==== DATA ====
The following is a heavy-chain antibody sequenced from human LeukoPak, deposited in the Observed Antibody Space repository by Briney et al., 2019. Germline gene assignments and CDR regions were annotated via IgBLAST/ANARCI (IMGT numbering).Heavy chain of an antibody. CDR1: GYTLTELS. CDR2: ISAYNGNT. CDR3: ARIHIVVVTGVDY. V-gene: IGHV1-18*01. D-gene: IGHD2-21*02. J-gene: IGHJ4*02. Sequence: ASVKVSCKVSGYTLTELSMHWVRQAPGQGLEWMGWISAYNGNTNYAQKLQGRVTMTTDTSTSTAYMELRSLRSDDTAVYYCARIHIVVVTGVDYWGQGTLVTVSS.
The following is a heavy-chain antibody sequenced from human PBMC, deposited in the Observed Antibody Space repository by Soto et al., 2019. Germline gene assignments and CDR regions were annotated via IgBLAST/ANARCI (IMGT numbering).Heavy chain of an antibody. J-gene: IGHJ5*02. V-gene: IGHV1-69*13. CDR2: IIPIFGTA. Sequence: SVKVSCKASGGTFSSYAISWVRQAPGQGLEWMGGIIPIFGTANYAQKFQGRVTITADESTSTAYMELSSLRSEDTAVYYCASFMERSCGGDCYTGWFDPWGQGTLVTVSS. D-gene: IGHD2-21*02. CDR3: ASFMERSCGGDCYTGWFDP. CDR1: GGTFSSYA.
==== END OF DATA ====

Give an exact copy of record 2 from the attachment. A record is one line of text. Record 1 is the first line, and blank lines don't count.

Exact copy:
The following is a heavy-chain antibody sequenced from human PBMC, deposited in the Observed Antibody Space repository by Soto et al., 2019. Germline gene assignments and CDR regions were annotated via IgBLAST/ANARCI (IMGT numbering).Heavy chain of an antibody. J-gene: IGHJ5*02. V-gene: IGHV1-69*13. CDR2: IIPIFGTA. Sequence: SVKVSCKASGGTFSSYAISWVRQAPGQGLEWMGGIIPIFGTANYAQKFQGRVTITADESTSTAYMELSSLRSEDTAVYYCASFMERSCGGDCYTGWFDPWGQGTLVTVSS. D-gene: IGHD2-21*02. CDR3: ASFMERSCGGDCYTGWFDP. CDR1: GGTFSSYA.